- Avoid “substitution” therapy”. “Substitution” is not a correct characterization of medication treatment (for example, opioid agonist treatment does not generally produce euphoria or short-lived increases in blood opioid levels). Thus, for opioids, “agonist treatment” or “opioid agonist treatment” are preferred.
- The Journal recommends against using the term “microdosing” to describe low dose buprenorphine. “Microdosing” has a range of meanings in the literature but was originally used to mean a sub-therapeutic dose used to determine pharmacokinetics by the Food and Drug Administration in the US, which is not consistent with the meaning when used to refer to low buprenorphine doses given to start the medication in those with physical dependence to high dose opioid agonists. Authors may use the term once, in quotes, when defining low-dose buprenorphine, and not in the title of the paper (e.g. low-dose buprenorphine (sometimes referred to inaccurately as “microdosing”)).
- Do not use “dirty” or “clean” urine or test results, use instead “positive” or “negative” urine or “urine positive for cocaine”, or “cocaine detected,” etc.
- Do not use “drunk, pothead, crackhead, meth addict, etc.” Instead use “patient with [insert substance] use disorder.”
- Do not use “frequent flyer” or “recidivist”. Instead use “patient with multiple relapses.”
- Avoid stating that the patient failed treatment. Instead note that the treatment failed or was not efficacious or effective.
Physicians generally encourage patients and research participants to use commonly accepted medical terminology. For example, patients are taught about “diabetes” instead of “sugar” by health care workers. It has been acceptable for patients or research participants to use “vernacular/slang” language when discussing substance use with clinicians. This may result in confusion or even suboptimal care since healthcare workers may be unfamiliar with common use of lay terms. In the practice of Addiction Medicine, or in the reporting of peer-reviewed papers in JAM, the use of humanizing, non-stigmatizing, medically-defined, precise, and professional consensus-driven terminology is important. This will help assure that patients receive respectful high quality treatment and that communication is as clear as possible.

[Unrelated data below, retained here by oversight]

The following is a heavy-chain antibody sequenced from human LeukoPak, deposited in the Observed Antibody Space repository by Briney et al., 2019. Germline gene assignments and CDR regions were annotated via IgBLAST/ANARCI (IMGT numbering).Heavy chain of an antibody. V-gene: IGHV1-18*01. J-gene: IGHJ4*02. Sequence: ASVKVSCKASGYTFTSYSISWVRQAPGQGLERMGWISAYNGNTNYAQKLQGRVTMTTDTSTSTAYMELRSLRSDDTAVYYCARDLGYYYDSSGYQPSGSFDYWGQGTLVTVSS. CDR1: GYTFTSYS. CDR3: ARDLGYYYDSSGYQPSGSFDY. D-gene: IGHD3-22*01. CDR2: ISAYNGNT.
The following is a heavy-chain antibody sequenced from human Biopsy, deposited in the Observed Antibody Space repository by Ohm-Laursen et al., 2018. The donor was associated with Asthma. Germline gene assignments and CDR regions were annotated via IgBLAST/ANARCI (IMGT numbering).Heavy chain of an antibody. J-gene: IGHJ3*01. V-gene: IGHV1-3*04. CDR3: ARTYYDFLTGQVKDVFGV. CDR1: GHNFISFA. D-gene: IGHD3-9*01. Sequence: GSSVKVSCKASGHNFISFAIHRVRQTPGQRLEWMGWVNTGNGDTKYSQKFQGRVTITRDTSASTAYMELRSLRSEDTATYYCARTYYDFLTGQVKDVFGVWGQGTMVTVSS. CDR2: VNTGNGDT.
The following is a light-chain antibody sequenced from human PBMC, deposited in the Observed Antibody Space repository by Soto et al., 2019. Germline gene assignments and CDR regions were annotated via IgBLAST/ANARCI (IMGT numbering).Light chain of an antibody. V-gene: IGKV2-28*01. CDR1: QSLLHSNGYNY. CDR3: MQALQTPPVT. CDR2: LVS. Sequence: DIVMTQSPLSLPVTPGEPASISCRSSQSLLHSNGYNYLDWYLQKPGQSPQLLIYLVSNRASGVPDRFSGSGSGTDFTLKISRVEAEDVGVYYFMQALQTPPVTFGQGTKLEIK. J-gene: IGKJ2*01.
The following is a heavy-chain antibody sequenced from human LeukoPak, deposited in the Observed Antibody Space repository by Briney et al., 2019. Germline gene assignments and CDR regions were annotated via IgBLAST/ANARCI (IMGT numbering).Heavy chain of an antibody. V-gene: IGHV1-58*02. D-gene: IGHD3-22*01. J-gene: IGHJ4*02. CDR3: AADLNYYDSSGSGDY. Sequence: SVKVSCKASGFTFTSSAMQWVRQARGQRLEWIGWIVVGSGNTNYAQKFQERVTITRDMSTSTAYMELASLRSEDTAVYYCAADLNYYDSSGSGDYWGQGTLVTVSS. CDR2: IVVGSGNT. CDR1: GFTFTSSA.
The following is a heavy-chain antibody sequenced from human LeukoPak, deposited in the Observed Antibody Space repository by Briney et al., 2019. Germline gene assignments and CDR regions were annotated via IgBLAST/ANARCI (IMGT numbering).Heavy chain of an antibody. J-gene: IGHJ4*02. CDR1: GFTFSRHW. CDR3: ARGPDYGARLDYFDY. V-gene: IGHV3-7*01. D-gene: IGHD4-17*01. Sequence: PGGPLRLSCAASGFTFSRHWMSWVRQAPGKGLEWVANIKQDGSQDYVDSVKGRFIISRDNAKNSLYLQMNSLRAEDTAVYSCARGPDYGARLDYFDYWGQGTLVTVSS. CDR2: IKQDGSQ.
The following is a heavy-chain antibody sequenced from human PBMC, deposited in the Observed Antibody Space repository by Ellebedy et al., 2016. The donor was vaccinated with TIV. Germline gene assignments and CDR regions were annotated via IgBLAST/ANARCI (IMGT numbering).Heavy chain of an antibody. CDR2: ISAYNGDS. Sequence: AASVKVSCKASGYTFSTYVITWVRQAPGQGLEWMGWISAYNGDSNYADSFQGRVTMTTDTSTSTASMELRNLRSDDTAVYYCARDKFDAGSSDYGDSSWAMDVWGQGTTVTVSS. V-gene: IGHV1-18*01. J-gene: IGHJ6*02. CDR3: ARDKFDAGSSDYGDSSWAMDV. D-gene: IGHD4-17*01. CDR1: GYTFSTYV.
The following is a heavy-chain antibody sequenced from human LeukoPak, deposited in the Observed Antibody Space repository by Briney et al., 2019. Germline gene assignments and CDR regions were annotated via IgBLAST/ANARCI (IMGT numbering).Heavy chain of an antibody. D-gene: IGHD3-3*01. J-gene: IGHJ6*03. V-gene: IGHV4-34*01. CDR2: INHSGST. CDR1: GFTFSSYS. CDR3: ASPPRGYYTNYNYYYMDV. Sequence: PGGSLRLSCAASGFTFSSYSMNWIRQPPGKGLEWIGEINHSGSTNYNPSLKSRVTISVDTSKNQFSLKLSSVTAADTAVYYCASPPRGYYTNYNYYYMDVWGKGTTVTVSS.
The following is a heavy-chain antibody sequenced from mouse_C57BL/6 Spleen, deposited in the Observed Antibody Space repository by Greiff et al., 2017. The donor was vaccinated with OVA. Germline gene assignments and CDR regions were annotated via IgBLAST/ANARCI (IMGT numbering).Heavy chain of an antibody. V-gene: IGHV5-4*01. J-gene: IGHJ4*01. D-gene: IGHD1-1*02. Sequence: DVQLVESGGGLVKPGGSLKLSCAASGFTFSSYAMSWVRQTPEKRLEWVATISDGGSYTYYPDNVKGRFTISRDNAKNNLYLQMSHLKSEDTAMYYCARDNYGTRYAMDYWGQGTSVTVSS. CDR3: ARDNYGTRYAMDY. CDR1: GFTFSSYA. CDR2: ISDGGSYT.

American Psychiatric Association: Diagnostic and Statistical Manual of Mental Disorders, Fifth Edition. Arlington, VA, American Psychiatric Association, 2013
Broyles LM, Binswanger IA, Jenkins JA, Finnell DS, Faseru B, Cavaiola A, Pugatch M, Gordon AJ. Confronting inadvertent stigma and pejorative language in addiction scholarship: a recognition and response. Subst Abus. 2014;35(3):217-21. doi: 10.1080/08897077.2014.930372.
Friedmann PD, Schwartz RP. Just call it “treatment.” Addiction Science & Clinical Practice 2012, 7:10
Samet JH, Fiellin DA. Opioid substitution therapy—time to replace the term
The Lancet , Volume 385 , Issue 9977 , 1508 - 1509
Kelly JF, Wakeman SE, Saitz R. Stop talking 'dirty': clinicians, language, and quality of care for the leading cause of preventable death in the United States. Am J Med. 2015 Jan;128(1):8-9. doi: 10.1016/j.amjmed.2014.07.043. Epub 2014 Sep 3.
Kelly JF, Westerhoff C. Does it matter how we refer to individuals with substance-related problems? A randomized study with two commonly used terms
Int J Drug Policy, 21 (2010), pp. 202–207
Kelly JF, Dow SJ, Westerhoff C. Does our choice of substance-related terms influence perceptions of treatment need? An empirical investigation with two commonly used terms J Drug Issues, 40 (2010), pp. 805–818
Salsitz EA, Miller SC. Perspectives: the language of addiction. American Society of Addiction Medicine News 2002 November/December;17(6):13.
Terminology Related to Addiction, Treatment and Recovery. http://www.asam.org/advocacy/find-a-policy-statement/view-policy-statement/public-policy-statements/2014/08/01/terminology-related-to-addiction-treatment-and-recovery
Terminology Related to the Spectrum of Unhealthy Substance Use. http://www.asam.org/advocacy/find-a-policy-statement/view-policy-statement/public-policy-statements/2014/08/01/terminology-related-to-the-spectrum-of-unhealthy-substance-use
The Definition of Addiction. http://www.asam.org/advocacy/find-a-policy-statement/view-policy-statement/public-policy-statements/2011/12/15/the-definition-of-addiction
Van Boekel LC, Brouwers EP, van Weeghal J, Garretsen HF. Stigma among health professionals towards patients with substance use disorders and its consequences for healthcare delivery: a systematic review Drug Alcohol Depend, 131 (2013), pp. 23–35
Wakeman SE. Language and Addiction: Choosing Words Wisely. American Journal of Public Health: April 2013, Vol. 103, No. 4, pp. e1-e2.
doi: 10.2105/AJPH.2012.301191Back to top of page